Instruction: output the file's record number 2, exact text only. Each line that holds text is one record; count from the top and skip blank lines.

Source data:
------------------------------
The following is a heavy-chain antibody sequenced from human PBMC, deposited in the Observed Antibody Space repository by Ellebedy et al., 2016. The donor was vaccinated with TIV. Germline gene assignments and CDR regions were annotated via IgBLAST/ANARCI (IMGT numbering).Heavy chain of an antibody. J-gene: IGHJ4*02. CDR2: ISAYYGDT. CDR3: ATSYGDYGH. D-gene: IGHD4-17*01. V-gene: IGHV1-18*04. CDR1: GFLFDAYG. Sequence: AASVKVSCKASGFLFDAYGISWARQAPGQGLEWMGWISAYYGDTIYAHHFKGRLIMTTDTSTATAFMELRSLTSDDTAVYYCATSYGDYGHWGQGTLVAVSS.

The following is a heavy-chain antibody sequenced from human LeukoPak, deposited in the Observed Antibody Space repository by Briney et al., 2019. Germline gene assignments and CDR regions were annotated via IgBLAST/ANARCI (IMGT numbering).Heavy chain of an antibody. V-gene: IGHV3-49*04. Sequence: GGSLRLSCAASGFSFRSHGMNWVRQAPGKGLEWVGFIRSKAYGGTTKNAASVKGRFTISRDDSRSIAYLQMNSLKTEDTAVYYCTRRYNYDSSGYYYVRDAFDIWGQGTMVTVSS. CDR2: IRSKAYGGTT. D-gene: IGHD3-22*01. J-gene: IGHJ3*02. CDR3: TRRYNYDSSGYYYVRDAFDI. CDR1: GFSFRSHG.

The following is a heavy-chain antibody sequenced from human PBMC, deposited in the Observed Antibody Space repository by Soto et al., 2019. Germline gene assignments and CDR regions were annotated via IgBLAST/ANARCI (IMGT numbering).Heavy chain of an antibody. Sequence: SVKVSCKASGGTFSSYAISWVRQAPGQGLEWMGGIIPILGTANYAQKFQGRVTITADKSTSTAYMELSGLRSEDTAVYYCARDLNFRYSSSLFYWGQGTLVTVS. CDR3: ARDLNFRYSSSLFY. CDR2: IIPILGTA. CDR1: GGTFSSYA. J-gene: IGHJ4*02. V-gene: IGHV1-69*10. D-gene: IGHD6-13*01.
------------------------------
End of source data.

The following is a heavy-chain antibody sequenced from human LeukoPak, deposited in the Observed Antibody Space repository by Briney et al., 2019. Germline gene assignments and CDR regions were annotated via IgBLAST/ANARCI (IMGT numbering).Heavy chain of an antibody. V-gene: IGHV3-49*04. Sequence: GGSLRLSCAASGFSFRSHGMNWVRQAPGKGLEWVGFIRSKAYGGTTKNAASVKGRFTISRDDSRSIAYLQMNSLKTEDTAVYYCTRRYNYDSSGYYYVRDAFDIWGQGTMVTVSS. CDR2: IRSKAYGGTT. D-gene: IGHD3-22*01. J-gene: IGHJ3*02. CDR3: TRRYNYDSSGYYYVRDAFDI. CDR1: GFSFRSHG.